At a Friday news conference, L.A. City Attorney Mike Feuer announced the lawsuit.
"Time Warner pocketed the money from its subscribers," said Feuer. "We allege it pocketed that money, and then did not turn it over to the city of Los Angeles, and they did so in 2011 at precisely the time when we needed it the most."
The money that Feuer contends Time Warner owes is for franchise fees, the money Time Warner is supposed to pay instead of rent to install and maintain cable boxes; and from public, educational and governmental channel fees. Those are the fees that were required until 2009 for public access and governmental channels.
"The money we allege in this complaint would fund 100 police officers," said Feuer. "It would fund 50 miles of sidewalk repair. It would fund the trimming of 60,000 trees in the city. It's real, it's material, and it's time the taxpayers of L.A. received an amount of money that, relative to the billions of dollars that Time Warner derives from its franchise here in Los Angeles, is very nominal for them. It's material for us."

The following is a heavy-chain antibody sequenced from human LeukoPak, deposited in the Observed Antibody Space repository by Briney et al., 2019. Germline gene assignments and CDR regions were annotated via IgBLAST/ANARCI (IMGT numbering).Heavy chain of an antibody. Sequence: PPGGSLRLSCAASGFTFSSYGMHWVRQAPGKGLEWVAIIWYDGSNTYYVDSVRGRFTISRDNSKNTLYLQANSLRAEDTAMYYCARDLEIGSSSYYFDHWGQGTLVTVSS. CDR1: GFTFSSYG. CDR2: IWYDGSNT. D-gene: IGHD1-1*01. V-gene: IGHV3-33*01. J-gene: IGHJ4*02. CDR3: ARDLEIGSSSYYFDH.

Time Warner cable declined an Eyewitness News request for an interview, but did release a statement: "As a major job creator, tax contributor and service provider in the City of Los Angeles, Time Warner Cable is an active and responsible corporate citizen in the City of Los Angeles. We are disappointed the City has chosen to bring this action, which we strongly believe is without merit. It will now be resolved through the legal process."
Feuer says the city has been trying to negotiate with the cable giant for years, and will now take the matter to court if necessary.